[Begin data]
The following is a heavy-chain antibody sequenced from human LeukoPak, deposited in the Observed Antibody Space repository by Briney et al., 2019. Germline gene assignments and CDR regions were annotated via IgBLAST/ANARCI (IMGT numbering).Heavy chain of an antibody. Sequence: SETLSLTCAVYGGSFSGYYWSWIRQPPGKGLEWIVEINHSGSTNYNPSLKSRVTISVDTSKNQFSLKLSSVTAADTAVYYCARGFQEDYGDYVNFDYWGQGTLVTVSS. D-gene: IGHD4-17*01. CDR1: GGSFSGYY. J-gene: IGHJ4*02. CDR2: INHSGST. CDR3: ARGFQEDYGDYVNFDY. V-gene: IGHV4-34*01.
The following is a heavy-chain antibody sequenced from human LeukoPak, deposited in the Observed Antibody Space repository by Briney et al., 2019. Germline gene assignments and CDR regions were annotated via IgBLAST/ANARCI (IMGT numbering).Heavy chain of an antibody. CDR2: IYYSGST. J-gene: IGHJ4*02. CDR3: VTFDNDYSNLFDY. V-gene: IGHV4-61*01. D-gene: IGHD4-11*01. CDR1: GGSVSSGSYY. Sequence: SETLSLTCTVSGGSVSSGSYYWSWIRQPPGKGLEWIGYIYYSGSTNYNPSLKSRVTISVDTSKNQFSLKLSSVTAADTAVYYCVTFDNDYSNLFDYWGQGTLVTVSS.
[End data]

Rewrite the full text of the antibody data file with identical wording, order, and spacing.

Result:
The following is a heavy-chain antibody sequenced from human LeukoPak, deposited in the Observed Antibody Space repository by Briney et al., 2019. Germline gene assignments and CDR regions were annotated via IgBLAST/ANARCI (IMGT numbering).Heavy chain of an antibody. Sequence: SETLSLTCAVYGGSFSGYYWSWIRQPPGKGLEWIVEINHSGSTNYNPSLKSRVTISVDTSKNQFSLKLSSVTAADTAVYYCARGFQEDYGDYVNFDYWGQGTLVTVSS. D-gene: IGHD4-17*01. CDR1: GGSFSGYY. J-gene: IGHJ4*02. CDR2: INHSGST. CDR3: ARGFQEDYGDYVNFDY. V-gene: IGHV4-34*01.
The following is a heavy-chain antibody sequenced from human LeukoPak, deposited in the Observed Antibody Space repository by Briney et al., 2019. Germline gene assignments and CDR regions were annotated via IgBLAST/ANARCI (IMGT numbering).Heavy chain of an antibody. CDR2: IYYSGST. J-gene: IGHJ4*02. CDR3: VTFDNDYSNLFDY. V-gene: IGHV4-61*01. D-gene: IGHD4-11*01. CDR1: GGSVSSGSYY. Sequence: SETLSLTCTVSGGSVSSGSYYWSWIRQPPGKGLEWIGYIYYSGSTNYNPSLKSRVTISVDTSKNQFSLKLSSVTAADTAVYYCVTFDNDYSNLFDYWGQGTLVTVSS.